Everything you need to know about: Corn Salad
10th June 2016
Well, I call it corn salad. You may know this plant by another name as it has quite a few. It also goes by lambs lettuce, mâche, field salad, field greens and valerianella to name but a few. Corn salad is a nickname the plant gained due to the fact that it was often found popping up a weed in grain fields. In Germany they also call it rapunzel and it is believed that it was corn salad that the father of the eponymous heroine of the Brothers Grimm fairy tale was stealing from the sorceress’ garden.
Corn salad grows low to the ground and in a rosette form with spatulated leaves. The rosette form makes it very popular but the fact that it grows so low to the ground creates harvesting and production issues in commercial crops which adds extra cost.
Corn salad grows as a wild plant throughout Europe and was traditionally foraged from the fields by peasants. Jean-Baptiste de la Quintinie, royal gardener to King Louis XIV introduced it to the king as a salad in the 17th century and transformed it from a weed eaten by the poor into a an extremely popular French food item. Thomas Jefferson was also a big fan and he grew it in his personal vegetable garden.
IGP promotional advert for mâche
As a cultivated crop mâche has IGP status in the area around Nantes in the Loire Valley of France. France is the primary producer of mâche in Europe. Traditionally the crop is grown outside in open field production although more and more producers in the area are now investing in multi span tunnels. The plants are grown on beds covered in sand which has been extracted from the River Loire. The sand helps keep the seeds warm at the point of germination and also aids the harvesting process. Fields that have been used for mâche production for many years can take on an undulating form as the sand builds up over time.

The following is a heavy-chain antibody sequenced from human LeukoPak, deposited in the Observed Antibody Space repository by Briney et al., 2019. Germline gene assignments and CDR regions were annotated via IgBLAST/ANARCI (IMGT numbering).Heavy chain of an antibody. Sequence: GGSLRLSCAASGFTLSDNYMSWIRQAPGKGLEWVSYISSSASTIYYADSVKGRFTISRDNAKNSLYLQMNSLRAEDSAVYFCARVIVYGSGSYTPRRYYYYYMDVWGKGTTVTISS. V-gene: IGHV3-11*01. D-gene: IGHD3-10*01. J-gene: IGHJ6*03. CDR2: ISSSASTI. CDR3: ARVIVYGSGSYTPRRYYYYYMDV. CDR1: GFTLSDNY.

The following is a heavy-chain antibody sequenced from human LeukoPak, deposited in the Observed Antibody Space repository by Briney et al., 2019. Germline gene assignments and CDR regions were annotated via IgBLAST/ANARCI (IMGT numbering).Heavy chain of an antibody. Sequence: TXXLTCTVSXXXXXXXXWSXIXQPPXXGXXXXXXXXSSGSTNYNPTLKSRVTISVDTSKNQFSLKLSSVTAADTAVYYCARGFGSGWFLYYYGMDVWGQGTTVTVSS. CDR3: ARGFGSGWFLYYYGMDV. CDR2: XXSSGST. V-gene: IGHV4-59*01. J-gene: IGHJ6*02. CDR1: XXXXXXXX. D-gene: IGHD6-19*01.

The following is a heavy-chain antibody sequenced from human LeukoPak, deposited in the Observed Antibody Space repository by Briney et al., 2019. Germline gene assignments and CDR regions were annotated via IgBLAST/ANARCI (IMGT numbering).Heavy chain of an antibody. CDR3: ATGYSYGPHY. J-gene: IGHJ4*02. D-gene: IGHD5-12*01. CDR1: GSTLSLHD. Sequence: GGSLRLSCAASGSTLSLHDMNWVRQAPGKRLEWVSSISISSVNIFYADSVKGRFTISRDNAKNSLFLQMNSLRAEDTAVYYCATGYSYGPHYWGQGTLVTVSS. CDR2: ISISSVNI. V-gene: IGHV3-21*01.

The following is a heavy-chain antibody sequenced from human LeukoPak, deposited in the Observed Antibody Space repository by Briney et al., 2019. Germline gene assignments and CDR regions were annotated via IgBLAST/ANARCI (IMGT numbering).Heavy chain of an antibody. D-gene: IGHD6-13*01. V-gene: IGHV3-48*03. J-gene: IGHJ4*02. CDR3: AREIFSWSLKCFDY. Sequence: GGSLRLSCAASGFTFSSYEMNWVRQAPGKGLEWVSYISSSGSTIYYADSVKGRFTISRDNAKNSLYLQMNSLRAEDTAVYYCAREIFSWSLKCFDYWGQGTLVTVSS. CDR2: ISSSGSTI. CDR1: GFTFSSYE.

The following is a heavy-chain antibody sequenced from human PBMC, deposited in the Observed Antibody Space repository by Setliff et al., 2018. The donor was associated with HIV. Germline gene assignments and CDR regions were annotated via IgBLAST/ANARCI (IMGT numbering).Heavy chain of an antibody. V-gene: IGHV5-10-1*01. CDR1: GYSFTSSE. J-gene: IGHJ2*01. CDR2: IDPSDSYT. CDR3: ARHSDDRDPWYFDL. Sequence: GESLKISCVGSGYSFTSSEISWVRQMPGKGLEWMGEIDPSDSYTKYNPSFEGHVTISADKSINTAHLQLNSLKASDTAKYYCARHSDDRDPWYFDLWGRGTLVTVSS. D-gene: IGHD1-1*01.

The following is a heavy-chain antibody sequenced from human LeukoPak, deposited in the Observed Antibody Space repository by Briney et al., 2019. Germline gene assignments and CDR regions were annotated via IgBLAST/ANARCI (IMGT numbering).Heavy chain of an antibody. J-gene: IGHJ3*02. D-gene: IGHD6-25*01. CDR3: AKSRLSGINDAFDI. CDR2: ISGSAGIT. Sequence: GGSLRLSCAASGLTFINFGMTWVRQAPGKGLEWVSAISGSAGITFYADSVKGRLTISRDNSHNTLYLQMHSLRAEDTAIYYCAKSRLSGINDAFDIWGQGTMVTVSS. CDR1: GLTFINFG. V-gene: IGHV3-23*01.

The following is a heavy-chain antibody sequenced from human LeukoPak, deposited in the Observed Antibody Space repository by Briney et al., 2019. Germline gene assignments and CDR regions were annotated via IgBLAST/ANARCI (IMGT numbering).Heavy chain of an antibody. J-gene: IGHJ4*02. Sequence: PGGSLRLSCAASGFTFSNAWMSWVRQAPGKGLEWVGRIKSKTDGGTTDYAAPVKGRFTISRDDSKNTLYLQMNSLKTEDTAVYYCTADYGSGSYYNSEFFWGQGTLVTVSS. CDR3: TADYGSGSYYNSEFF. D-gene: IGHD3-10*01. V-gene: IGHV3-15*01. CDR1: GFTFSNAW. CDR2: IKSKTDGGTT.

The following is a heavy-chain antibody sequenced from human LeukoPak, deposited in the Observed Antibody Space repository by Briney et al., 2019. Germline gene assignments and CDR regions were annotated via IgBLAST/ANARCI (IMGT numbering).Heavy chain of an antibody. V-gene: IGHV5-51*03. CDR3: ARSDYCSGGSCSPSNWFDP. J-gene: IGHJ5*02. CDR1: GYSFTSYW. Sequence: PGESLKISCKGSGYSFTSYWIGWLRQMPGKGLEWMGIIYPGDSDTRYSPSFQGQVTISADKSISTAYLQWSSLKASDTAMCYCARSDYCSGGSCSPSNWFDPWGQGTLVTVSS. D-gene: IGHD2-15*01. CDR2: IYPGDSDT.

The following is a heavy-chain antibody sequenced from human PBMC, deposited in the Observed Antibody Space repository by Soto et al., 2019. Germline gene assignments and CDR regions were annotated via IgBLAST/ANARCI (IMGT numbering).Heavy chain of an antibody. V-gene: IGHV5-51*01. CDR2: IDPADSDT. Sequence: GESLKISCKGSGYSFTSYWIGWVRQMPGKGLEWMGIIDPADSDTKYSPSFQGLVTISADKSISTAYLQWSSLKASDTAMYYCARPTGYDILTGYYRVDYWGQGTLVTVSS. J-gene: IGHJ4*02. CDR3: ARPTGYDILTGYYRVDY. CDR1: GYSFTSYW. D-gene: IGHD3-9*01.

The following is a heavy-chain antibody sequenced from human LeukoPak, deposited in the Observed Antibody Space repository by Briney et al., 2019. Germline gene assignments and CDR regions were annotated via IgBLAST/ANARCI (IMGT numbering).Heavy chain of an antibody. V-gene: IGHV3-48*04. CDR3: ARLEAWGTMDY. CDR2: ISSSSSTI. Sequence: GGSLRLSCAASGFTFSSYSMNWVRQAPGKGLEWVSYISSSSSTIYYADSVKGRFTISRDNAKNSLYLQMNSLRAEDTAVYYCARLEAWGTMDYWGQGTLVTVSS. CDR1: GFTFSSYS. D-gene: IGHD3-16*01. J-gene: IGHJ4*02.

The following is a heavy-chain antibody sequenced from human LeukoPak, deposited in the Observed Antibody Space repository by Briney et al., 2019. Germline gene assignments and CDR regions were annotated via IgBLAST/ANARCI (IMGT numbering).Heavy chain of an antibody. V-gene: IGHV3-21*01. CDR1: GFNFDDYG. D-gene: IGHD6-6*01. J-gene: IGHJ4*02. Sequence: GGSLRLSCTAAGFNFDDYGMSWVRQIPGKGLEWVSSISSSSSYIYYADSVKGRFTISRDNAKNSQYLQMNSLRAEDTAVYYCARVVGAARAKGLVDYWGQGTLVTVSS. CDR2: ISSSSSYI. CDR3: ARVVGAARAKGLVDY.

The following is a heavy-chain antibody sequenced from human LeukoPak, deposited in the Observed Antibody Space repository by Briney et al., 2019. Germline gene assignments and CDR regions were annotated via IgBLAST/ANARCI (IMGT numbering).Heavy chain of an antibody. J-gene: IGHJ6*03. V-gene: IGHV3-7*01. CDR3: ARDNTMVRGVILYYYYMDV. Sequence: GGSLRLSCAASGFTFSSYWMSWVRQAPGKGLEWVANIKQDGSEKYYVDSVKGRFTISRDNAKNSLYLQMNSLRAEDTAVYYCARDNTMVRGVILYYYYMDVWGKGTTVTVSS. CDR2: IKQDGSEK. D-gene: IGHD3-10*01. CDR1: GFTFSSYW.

Mâche production in Nantes
The Italians have also become important producers of corn salad over the last few decades and the majority of the Italian production of corn salad happens under single span tunnels in Bergamo in the North of Italy. Over the last five years several large growers have started to move their production down South, focusing on the Latina area, near Rome and also on using farms already established for babyleaf production under multi span tunnels in Battipaglia, near Salerno.
Germany also grows large amounts of corn salad, although their domestic market prefers a larger leafed variety to consumers in the rest of Europe. In the UK we have historically never been able to grow corn salad with viable yields but UK farmers continue to try to establish UK corn salad production here.
The extra cost involved in corn salad production comes from the fact that you must harvest the product right at ground level and that therefore the raw product in the crates contains soil and/or sand. This means that before the product can be bagged (or even sent to processing factories) it needs to be cleaned. So corn salad production involves large washing lines with two or three baths and a vibrating bouncing belt sorting line.
Traditionally corn salad was a winter only crop but the advent of the supermarkets and their global food supply chains meant that it had to adapt to all year round production. It remains at its happiest in temperate climes so the middle of winter and the middle of summer can be tricky for producers. The crop cycle varies from 30 days in the hot months to up to 100 days in the cold months (which makes quality control at this point in the year a difficult task).
Corn salad has excellent nutritional stats. It would definitely be a winner in a game of salad top trumps! It contains high levels of vitamin C, beta carotene, iron, potassium and even omega 3 fatty acids. It eats well with a slightly nutty and velvety, buttery flavour. It is extremely adaptable in all kinds of salad recipes, hot or cold.
Any corn salad recipes anyone has to share please do send them to us, we will aim to feature them on our weekly recipe section!